What Changed with the Pandemic (And What Didn’t)

Key Takeaways

1. Digitalization Accelerated and There’s No Going Back—Businesses that developed digital techniques to serve customers and organize workforces created big competitive advantages. They should thrive as the pace of technological advancements continue.

2. Dangers of the Herd—The pandemic re-emphasized the pitfalls of following the herd. Easy money can cause problems and dull the senses to the need to diversify and invest in quality companies that may be out of favor.

3. The Value of Mass Markets—Some companies targeted niche rather than mass markets even though they initially pitched them as huge total addressable markets (TAMs). We are mostly interested in identifying companies that are successfully addressing realistically large TAMs.

4. E-commerce Growth Didn’t Endure—E-commerce exploded in every country during the pandemic but it’s no longer growing fast in every emerging market. Being selective about e-commerce opportunities is critical.

5. Renewable Energy Is a Mining Opportunity—It’s clear that in the move to the new energy economy, a lot more old-economy materials will be needed. Mining companies located in emerging markets have to be part of the solution.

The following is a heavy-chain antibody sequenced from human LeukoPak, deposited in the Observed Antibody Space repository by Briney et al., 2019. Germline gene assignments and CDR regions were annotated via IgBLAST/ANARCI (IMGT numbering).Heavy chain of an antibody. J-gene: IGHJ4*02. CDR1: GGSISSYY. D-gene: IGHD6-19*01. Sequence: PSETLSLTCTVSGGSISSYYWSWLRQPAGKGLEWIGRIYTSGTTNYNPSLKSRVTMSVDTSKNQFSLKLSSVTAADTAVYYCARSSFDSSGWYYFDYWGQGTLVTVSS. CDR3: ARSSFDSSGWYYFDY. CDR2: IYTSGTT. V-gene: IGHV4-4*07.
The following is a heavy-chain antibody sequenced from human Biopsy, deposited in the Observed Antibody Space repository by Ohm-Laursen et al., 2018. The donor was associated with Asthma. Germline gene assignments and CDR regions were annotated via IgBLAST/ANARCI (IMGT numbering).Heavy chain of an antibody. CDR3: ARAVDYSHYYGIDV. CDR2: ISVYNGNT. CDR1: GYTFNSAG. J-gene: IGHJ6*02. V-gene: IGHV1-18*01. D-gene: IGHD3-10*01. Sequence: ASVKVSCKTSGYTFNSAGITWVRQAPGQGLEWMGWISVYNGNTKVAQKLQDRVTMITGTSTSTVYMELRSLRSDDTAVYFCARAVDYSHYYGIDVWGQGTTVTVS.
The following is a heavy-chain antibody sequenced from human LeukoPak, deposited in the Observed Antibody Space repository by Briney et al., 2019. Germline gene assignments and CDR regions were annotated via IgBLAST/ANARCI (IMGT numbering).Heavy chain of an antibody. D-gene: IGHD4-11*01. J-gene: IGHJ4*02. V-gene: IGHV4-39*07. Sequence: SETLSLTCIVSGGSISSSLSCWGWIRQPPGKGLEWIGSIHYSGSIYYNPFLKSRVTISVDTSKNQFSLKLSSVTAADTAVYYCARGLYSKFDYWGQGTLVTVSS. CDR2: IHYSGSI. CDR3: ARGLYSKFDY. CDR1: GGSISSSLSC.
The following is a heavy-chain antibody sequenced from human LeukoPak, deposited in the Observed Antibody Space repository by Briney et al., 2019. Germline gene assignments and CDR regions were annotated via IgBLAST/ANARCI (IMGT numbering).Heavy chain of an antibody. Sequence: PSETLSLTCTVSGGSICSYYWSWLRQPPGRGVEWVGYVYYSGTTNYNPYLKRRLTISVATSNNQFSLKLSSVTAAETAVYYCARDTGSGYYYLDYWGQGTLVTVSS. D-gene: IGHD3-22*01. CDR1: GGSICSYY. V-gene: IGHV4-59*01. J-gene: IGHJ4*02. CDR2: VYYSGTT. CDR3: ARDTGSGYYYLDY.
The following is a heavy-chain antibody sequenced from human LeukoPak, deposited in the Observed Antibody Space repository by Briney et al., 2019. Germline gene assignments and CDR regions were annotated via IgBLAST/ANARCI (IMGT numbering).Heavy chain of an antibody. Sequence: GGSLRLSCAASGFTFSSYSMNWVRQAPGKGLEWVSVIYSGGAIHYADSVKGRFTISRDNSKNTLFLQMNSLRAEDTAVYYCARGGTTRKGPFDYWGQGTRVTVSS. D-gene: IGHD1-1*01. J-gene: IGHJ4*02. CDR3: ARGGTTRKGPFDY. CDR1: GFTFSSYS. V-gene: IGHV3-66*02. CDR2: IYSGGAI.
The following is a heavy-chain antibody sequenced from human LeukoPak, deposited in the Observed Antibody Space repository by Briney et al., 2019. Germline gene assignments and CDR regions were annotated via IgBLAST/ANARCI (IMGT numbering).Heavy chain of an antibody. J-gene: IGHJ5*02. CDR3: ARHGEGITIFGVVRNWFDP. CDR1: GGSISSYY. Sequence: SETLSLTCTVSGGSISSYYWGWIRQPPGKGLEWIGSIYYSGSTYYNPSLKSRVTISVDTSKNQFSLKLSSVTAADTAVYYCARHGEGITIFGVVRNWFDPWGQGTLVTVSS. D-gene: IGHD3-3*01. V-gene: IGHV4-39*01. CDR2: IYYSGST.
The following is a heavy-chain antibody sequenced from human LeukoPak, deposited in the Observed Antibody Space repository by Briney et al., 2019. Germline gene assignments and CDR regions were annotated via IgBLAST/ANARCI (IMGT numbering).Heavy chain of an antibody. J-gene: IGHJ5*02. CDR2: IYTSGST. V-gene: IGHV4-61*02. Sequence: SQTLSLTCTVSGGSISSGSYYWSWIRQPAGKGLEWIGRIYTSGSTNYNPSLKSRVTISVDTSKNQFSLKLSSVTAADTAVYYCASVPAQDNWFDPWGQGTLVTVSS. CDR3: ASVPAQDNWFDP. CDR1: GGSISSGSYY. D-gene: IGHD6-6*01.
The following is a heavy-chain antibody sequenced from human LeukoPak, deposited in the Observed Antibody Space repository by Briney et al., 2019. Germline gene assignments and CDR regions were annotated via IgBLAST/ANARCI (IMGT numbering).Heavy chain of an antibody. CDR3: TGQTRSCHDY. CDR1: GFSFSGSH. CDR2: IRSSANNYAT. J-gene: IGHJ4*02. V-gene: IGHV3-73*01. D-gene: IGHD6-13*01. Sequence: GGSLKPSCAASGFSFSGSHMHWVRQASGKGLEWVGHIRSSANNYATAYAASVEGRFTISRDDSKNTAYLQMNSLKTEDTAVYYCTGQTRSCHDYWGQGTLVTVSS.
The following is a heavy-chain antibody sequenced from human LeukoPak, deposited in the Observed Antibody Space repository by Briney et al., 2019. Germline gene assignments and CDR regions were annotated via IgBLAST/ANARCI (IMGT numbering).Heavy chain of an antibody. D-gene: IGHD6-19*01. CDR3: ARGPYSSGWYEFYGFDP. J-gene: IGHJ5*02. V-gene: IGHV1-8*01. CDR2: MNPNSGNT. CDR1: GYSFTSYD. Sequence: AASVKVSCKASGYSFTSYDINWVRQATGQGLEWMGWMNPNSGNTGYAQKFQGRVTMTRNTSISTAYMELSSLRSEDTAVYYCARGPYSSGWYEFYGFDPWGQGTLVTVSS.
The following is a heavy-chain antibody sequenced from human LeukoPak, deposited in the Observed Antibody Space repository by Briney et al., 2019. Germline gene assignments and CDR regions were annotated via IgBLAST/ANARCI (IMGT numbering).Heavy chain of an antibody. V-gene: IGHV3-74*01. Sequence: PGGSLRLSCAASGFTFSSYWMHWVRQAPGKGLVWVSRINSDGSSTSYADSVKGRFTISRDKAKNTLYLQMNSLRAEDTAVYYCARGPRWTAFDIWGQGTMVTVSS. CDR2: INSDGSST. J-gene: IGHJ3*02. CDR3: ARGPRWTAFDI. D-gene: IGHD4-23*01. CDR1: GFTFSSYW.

6. Navigating Inflation and Capital Needs—As the pandemic grew, countries around the world turned to monetary and fiscal stimulus. In our view, the fiscal and monetary responsibility demonstrated by emerging markets indicates that these markets can provide steadier investment opportunities than in their distant past.

It’s been around three years since COVID began to shake up the world’s societies, economies and markets. As the pandemic unfolded in 2020 and 2021, it seemed its effects on human behavior would be profound and long term. While the full impact of COVID will likely take years to grasp, it’s a good moment to think about the changes to global equity markets that could be here to stay as well as the changes that may not be as long lasting as we thought.